This literally means reduce the amount of stuff you buy and use. Use washable reusable plates, cups and silverware. Yes it means you’ll have to wash the dishes more but think of how much less often you’ll have to take out the trash.
Consider using cloth napkins rather than paper ones or paper towels. If you’re eating a few grapes or crackers, put them on a plate or bowl rather than using a napkin as a container.
Look at what you buy in the store. Instead of buying prepackaged single serve chips or cereal, buy the big bag and dose it out into reusable plastic containers at home. A lot of times it’s cheaper this way too. There are lots of things on the shelf with too much packaging, try to be mindful of that and steer clear.
Consider taking reusable canvas or net bags or baskets with you to the store. Shun the plastic grocery bag. If you can’t take your own, ask for paper or an empty cardboard box. If you have only one item or something with a handle, a gallon of milk, for example ask that they not use a bag at all.
Consume less in general. Do your banking and bill paying online, refuse the receipt at the ATM, turn the water off when you’re brushing your teeth, carpool, ride a bike or walk, turn lights and electronics off when you not using them, hang your clothes outside to dry.
This one takes a little creativity sometimes but lost of things can be used again for another purpose.
Reusing glass or plastic jars is easy, Just wash them well and then use them to store leftovers in the fridge, dry gods in the pantry, change on your night table, nuts and bolts in the garage, pencils on your desk . . . The list goes on.
Old cereal boxes, magazines, the lids from plastic jars and tubs, etc, can turn into craft projects for the kids, gift boxes or storage boxes for other things.
Old clothes can be cut up and used in crafts or home décor (a small wall hanging quilt made of little squares cut form your child’s baby clothes); old tee shirts can become cleaning cloths. Or donate gently used clothes to a local charity.
Catch rainwater to use to water your plants or your garden.
That’s the one everyone’s talking about these days. But something they often forget is food. Have a little chicken leftover from dinner? Don’t throw it out recycle it into tomorrow’s lunch. Don’t like the crusty ends of bread? Save them in a reusable container in the freezer until you have enough to make your own croûtons, bread crumbs, or bread pudding.
Start a compost bin. Throw kitchen scraps, potato peels, carrots tops, coffee grounds, etc in and let them decompose naturally. Keep anything that comes from animals out to prevent bad smells and pests in your compost. No bones, meat, cheese, milk, butter. You can use this compost in your garden, in your flower pots; give it to a family member with a garden, etc.
Most communities have a recycling plan of some sort. Some cities pick your things up from the curb, some have special recycle points throughout the town. Check your yellow pages under recycle; call your town’s sanitation department.
This link may help: http://www.recycle.net
What you’re able to recycle varies by location. Most places except plastics #1 and #2, paper, cardboard, aluminum, and glass.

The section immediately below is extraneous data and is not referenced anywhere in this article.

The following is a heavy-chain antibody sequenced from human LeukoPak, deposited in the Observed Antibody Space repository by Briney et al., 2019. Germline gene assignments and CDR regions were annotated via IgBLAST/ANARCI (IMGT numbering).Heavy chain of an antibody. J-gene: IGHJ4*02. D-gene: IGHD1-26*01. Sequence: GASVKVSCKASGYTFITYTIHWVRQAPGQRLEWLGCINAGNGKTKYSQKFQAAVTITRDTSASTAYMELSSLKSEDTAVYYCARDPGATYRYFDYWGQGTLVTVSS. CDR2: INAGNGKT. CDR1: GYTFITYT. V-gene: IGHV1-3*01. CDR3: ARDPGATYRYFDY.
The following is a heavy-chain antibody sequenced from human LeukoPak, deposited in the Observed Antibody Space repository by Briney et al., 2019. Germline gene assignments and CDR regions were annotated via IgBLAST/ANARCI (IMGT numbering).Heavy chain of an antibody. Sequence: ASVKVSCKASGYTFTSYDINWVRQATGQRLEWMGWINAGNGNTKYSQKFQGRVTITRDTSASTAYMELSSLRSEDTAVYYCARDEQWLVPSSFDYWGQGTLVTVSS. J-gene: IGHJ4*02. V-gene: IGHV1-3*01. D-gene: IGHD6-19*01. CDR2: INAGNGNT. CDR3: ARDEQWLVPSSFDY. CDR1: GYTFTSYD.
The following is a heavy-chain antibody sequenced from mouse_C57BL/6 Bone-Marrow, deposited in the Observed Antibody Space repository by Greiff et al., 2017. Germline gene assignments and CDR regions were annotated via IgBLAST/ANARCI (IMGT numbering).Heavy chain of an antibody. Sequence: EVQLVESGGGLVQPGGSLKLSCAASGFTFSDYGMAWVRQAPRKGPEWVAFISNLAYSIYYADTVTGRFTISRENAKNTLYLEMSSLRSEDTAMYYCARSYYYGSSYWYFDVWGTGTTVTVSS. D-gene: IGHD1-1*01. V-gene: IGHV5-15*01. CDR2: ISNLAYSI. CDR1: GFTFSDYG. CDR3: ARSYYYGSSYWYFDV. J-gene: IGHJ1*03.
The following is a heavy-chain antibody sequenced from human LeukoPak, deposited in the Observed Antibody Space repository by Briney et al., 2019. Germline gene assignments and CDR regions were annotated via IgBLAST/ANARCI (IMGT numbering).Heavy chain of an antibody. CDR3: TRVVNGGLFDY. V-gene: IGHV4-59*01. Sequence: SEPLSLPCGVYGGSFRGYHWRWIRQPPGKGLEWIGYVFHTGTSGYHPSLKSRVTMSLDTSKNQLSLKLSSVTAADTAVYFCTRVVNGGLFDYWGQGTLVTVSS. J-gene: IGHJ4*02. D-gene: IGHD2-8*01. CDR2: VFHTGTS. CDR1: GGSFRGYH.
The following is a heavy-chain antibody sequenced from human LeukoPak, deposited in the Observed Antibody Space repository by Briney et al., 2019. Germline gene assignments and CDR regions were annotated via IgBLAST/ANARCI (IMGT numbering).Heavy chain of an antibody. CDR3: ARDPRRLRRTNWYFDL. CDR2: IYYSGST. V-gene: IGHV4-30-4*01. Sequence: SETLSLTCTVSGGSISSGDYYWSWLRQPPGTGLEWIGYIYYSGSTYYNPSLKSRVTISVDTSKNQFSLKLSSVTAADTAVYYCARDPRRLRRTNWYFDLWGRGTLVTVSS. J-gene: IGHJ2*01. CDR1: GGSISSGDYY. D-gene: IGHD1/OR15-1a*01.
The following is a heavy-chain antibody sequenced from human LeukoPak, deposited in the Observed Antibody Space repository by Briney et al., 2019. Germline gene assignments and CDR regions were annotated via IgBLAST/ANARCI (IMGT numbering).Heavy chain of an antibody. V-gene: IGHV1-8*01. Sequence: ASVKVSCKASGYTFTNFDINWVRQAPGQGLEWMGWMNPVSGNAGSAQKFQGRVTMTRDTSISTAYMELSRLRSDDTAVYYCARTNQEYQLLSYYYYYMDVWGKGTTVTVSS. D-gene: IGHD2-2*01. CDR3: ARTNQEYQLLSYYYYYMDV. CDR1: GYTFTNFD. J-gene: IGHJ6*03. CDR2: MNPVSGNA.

There are seven types of plastic in all, but we’ll focus on 1 and 2. You may also be able to recycle the other forms of plastic, locally. Make sure you rinse all bottles and containers well and remove the lids or caps.
Number 1 plastic is PETE or PET - Polyethylene terephthalate. It ranges from semi rigid to rigid and is used most often in plastic bottles. One use for recycled PETE bottles is the popular polar fleece fabric.
Number 2 is HDPE or high density polyethylene. It’s harder and less transparent than PETE and is used for things like milk jugs, laundry detergent bottles and refillable bottles. HDPE is used in wood plastic composites. Like mug jug fences.
Any kind of paper that can be ripped can be recycled. Newspaper, old magazine, paper grocery bags, school and office paper, etc are allowed. Wrapping paper that doesn’t contain metal can be recycled as well. Note: You do not have to remove staples from magazines or the little plastic windows from envelopes.
Most places accept flat cardboard, like in cereal boxes, and corrugated cardboard, like shipping boxes. Some places ask that you place flat cardboards with your paper goods when you sort.
Aluminum food cans, drink cans and aluminum foil can all be recycled. As with the plastics, make sure you rinse them out. You do not have to remove the paper from cans.
Glass is usually divided into clear, green and brown. As mentioned earlier, make sure to rinse the glass out and remove the lid.
Some recycle centers accept used motor oil, old tires, and large appliances. You may want to look into that locally.
Also see if your town has a freecycle program. You can give away things that you know longer need but that still have a lot of use in them. You can read more about freecycle here: http://www.freecycle.org/ Donate gently used things to a local charity.
If you find that your local community doesn’t have a recycling plan, let you elected officials know that you’re interested in having one. If your area doesn’t have a freecycle group or something similar, start one. Remember one person making one change can make a huge difference!